WASHINGTON, April 25 (Xinhua) -- U.S. President Barack Obama continues to maintain a wide lead in approval over the vastly unpopular U.S. Congress, a Gallup poll released Monday found.
In fact, if maintained, the 34-percentage-point gap between Obama's 49 percent job approval rating thus far in 2016 and the 15 percent average approval rating for Congress would be the widest of Obama's presidency -- and one of the largest Gallup has measured since 1981, Gallup said.
Obama's popularity edge over Congress is far from typical for recent presidents. Former President George W. Bush's approval rating averaged 12 points higher than congressional approval across his two terms in office, from 2001 to 2008, according to Gallup.
Former President Bill Clinton held an 18-point advantage over Congress in job approval from 1993 to 2000, while Former President Ronald Reagan held a 13-point lead between 1981 and 1988 (with no congressional ratings in 1984 and 1985), Gallup found.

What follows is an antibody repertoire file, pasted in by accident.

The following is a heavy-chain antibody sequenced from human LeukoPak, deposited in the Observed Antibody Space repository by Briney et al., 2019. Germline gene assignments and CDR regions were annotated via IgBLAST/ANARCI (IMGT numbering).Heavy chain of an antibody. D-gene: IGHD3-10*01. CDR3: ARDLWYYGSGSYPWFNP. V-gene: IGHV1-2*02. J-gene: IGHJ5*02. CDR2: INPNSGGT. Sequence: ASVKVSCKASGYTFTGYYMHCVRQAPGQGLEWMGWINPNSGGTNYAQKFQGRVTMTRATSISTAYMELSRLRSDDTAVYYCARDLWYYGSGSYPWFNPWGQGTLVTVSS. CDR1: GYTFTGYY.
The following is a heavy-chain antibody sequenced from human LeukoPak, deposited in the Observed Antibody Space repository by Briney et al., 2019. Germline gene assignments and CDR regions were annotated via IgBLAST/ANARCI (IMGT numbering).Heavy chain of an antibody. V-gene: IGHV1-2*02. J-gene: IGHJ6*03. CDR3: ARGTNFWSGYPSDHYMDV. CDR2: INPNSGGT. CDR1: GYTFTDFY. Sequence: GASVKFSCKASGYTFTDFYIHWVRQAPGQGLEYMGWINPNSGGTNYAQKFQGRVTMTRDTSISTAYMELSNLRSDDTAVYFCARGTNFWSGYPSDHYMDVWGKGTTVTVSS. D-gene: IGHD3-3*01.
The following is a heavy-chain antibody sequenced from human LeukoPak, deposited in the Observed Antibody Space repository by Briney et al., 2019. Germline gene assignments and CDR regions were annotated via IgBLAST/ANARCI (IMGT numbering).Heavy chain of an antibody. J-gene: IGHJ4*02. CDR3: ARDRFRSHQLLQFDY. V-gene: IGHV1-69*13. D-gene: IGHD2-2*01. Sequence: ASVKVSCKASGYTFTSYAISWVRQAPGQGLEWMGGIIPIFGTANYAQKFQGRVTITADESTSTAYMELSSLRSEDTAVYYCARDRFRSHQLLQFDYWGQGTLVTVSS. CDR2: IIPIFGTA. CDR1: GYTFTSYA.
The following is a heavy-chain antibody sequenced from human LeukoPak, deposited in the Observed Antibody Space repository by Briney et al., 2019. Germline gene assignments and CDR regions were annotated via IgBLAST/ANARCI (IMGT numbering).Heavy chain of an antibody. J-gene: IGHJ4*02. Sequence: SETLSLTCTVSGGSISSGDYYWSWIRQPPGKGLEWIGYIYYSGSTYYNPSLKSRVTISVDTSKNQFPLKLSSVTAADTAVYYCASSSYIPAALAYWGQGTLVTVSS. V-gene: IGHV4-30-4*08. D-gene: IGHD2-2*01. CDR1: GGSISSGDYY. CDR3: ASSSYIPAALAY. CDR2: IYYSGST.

Only Former President George H.W. Bush (Bush the elder) matches Obama in outperforming Congress in public approval, according to Gallup polling between 1990 and 1992. However, that is partly a reflection of Bush's extraordinarily high ratings stemming from the first Iraq War, known as the Gulf War, in the second and third years of his term, Gallup found.
Obama entered office with a significant advantage in popularity over Congress. But that gap has persisted long past his honeymoon period and could well emerge as one of the defining features of his presidency.
However, Obama's favorable rating is not unusually high relative to his job approval, at least compared with past presidents. The more important factor could be the extraordinarily high job approval he receives from Democrats, reflecting the strong political polarization in the country.